PM Trudeau's words have consequences

Like the rider on a pretty pony who gets a standing ovation at the circus, P.M. Justin Trudeau of Canada has done a lot of politically correct dancing and prancing in the world arena.

He is cute and telegenic, does not talk like Trump, speaks in bigger generalities than Obama, and has a bunch of refugees coming into Canada:  

The crowd of asylum seekers who gathered the other day outside this city's Olympic Stadium, their temporary home, hailed from across the globe. 

They had fled violence, poverty, persecution and, some say, President Trump, often with only a suitcase to their name and a wisp of hope that Canada will allow them to stay.

They are part of a new surge of mostly Haitian migrants who have illegally crossed into Quebec by the hundreds every day over the past several weeks, walking over a ditch at the end of a dead-end road in upstate New York. 

They are seeking to benefit from a loophole in a treaty between the two countries that allows them to make refugee claims in Canada if they do not arrive at legal ports of entry.

"I lost everything in Haiti, but now I'm afraid the U.S. will send me back," said Jonathan Luima, 44, a Haitian migrant who arrived in the United States last year. "Canada is my only hope."

This recent influx of asylum seekers poses a political and diplomatic test for the government of Canada's prime minister, Justin Trudeau, as it seeks to balance its publicly compassionate statements toward refugees with a strict immigration system.

Well, who ever thought the old home of the Expos would now be full of refugees?  I guess those plans for a baseball team in Montreal will have to wait for a new stadium, because Olympic won't be suitable for a while.

As a refugee myself, one who came here with my parents in the 1960s, I can certainly sympathize with people looking for a better life.  At the same time, it has to be done in an orderly fashion.

Furthermore, you have to balance the influx with your economy.

In the 1960s, Cubans came to the U.S. and were immediately absorbed into a thriving local economy with lots of Miami employers who felt that it was their patriotic duty to hire someone off the plane.  In other words, the Cubans who got off the plane were employed and self-sufficient in a very short time.

In our case, our family was relocated to Wisconsin by a church.  They helped us get settled, and my dad was working in a short time.  Our family was not a burden to the state or to the people who relocated us.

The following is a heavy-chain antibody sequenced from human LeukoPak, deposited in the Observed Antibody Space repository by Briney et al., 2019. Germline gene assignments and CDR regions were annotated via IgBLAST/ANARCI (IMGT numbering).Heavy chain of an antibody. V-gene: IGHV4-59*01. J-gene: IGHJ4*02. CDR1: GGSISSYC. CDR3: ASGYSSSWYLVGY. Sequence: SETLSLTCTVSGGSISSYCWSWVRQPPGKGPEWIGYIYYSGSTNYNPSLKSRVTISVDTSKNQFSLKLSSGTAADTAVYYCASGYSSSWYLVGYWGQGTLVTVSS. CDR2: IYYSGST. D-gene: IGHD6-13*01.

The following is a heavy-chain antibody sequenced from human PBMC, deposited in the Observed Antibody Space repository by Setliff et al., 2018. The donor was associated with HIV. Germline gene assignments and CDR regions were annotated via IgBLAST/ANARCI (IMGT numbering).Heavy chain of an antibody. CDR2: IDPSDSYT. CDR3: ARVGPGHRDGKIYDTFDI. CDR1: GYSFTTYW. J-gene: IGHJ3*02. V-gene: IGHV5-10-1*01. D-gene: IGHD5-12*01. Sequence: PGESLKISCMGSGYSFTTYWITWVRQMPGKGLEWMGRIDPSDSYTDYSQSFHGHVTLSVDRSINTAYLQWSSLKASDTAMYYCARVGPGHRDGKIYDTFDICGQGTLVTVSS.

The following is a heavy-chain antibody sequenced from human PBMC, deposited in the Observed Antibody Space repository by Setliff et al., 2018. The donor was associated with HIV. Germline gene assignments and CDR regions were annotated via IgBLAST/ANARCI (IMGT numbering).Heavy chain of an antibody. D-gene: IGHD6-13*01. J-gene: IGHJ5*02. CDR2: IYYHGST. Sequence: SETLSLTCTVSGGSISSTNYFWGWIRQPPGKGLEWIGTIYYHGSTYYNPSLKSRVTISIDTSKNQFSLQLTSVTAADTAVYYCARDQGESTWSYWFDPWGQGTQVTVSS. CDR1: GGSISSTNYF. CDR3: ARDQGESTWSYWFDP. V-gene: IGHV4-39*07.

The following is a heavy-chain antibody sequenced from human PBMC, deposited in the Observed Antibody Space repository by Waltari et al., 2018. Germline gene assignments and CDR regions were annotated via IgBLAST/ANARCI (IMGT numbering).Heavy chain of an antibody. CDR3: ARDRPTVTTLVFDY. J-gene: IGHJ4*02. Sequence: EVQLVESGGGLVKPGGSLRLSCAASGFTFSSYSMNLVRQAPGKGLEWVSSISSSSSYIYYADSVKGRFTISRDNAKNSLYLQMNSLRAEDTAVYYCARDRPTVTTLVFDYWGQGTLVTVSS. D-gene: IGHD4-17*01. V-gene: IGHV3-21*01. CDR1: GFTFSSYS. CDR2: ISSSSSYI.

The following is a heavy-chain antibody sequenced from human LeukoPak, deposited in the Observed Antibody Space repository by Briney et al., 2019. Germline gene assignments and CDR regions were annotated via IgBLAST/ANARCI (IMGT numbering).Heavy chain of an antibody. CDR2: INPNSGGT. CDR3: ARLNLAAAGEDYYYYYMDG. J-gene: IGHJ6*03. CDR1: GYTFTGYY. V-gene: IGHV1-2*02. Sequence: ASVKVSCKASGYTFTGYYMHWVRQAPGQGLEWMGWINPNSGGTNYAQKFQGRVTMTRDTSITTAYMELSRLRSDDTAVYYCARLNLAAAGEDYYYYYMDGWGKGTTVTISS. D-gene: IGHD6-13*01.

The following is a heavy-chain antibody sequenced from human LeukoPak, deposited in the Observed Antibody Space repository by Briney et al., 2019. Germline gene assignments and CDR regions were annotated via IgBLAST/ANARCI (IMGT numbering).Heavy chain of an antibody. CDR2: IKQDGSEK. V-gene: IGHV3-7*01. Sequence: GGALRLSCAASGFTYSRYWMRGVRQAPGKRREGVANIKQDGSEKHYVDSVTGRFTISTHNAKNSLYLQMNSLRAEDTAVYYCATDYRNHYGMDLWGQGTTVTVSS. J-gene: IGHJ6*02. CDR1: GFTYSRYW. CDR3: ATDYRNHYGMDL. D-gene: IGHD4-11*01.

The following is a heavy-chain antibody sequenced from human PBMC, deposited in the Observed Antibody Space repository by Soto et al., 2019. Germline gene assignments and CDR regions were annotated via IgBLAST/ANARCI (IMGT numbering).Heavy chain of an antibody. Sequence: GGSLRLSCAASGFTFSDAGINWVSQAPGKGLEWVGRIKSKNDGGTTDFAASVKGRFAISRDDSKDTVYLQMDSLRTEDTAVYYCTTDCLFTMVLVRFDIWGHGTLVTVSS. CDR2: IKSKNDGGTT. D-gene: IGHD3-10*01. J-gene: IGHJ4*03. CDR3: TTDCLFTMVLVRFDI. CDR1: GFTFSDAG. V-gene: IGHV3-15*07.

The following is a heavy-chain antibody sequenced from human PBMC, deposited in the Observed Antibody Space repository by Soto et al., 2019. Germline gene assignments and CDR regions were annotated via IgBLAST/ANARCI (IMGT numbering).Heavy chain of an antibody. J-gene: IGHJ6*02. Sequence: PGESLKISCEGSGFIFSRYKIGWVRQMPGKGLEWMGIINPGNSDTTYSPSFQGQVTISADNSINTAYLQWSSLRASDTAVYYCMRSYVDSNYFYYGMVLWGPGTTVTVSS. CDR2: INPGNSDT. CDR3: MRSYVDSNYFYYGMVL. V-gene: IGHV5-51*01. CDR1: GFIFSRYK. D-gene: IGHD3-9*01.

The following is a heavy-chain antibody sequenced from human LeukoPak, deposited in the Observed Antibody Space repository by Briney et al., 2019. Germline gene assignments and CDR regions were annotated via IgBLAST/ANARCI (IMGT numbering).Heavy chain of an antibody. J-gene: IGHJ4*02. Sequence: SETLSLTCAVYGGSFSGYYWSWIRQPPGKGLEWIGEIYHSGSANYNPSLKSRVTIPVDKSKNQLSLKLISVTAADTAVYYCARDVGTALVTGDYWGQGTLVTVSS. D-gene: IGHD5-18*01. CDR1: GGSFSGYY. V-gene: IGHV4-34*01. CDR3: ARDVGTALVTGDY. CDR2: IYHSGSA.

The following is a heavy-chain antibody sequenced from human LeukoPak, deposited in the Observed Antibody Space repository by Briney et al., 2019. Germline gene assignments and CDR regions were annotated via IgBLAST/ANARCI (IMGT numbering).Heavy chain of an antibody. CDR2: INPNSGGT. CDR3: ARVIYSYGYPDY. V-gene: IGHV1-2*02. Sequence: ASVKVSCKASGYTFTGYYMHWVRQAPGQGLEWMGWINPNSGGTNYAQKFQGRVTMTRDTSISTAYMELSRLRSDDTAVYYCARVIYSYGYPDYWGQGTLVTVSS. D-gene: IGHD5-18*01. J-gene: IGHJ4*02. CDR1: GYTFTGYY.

P.M. Trudeau has a serious challenge, and we wish him well.  However, you may see him moderate his calls for refugee flow once Canadians begin to feel the true consequences of uncontrollable immigration.

It's one thing to be cute and telegenic and quite another to have Olympic Stadium full of people who took your words seriously.

P.S. You can listen to my show (Canto Talk) and follow me on Twitter.

Like the rider on a pretty pony who gets a standing ovation at the circus, P.M. Justin Trudeau of Canada has done a lot of politically correct dancing and prancing in the world arena.

He is cute and telegenic, does not talk like Trump, speaks in bigger generalities than Obama, and has a bunch of refugees coming into Canada:  

The crowd of asylum seekers who gathered the other day outside this city's Olympic Stadium, their temporary home, hailed from across the globe. 

They had fled violence, poverty, persecution and, some say, President Trump, often with only a suitcase to their name and a wisp of hope that Canada will allow them to stay.

They are part of a new surge of mostly Haitian migrants who have illegally crossed into Quebec by the hundreds every day over the past several weeks, walking over a ditch at the end of a dead-end road in upstate New York. 

They are seeking to benefit from a loophole in a treaty between the two countries that allows them to make refugee claims in Canada if they do not arrive at legal ports of entry.

"I lost everything in Haiti, but now I'm afraid the U.S. will send me back," said Jonathan Luima, 44, a Haitian migrant who arrived in the United States last year. "Canada is my only hope."

This recent influx of asylum seekers poses a political and diplomatic test for the government of Canada's prime minister, Justin Trudeau, as it seeks to balance its publicly compassionate statements toward refugees with a strict immigration system.

Well, who ever thought the old home of the Expos would now be full of refugees?  I guess those plans for a baseball team in Montreal will have to wait for a new stadium, because Olympic won't be suitable for a while.

As a refugee myself, one who came here with my parents in the 1960s, I can certainly sympathize with people looking for a better life.  At the same time, it has to be done in an orderly fashion.

Furthermore, you have to balance the influx with your economy.

In the 1960s, Cubans came to the U.S. and were immediately absorbed into a thriving local economy with lots of Miami employers who felt that it was their patriotic duty to hire someone off the plane.  In other words, the Cubans who got off the plane were employed and self-sufficient in a very short time.

In our case, our family was relocated to Wisconsin by a church.  They helped us get settled, and my dad was working in a short time.  Our family was not a burden to the state or to the people who relocated us.

P.M. Trudeau has a serious challenge, and we wish him well.  However, you may see him moderate his calls for refugee flow once Canadians begin to feel the true consequences of uncontrollable immigration.

It's one thing to be cute and telegenic and quite another to have Olympic Stadium full of people who took your words seriously.

P.S. You can listen to my show (Canto Talk) and follow me on Twitter.

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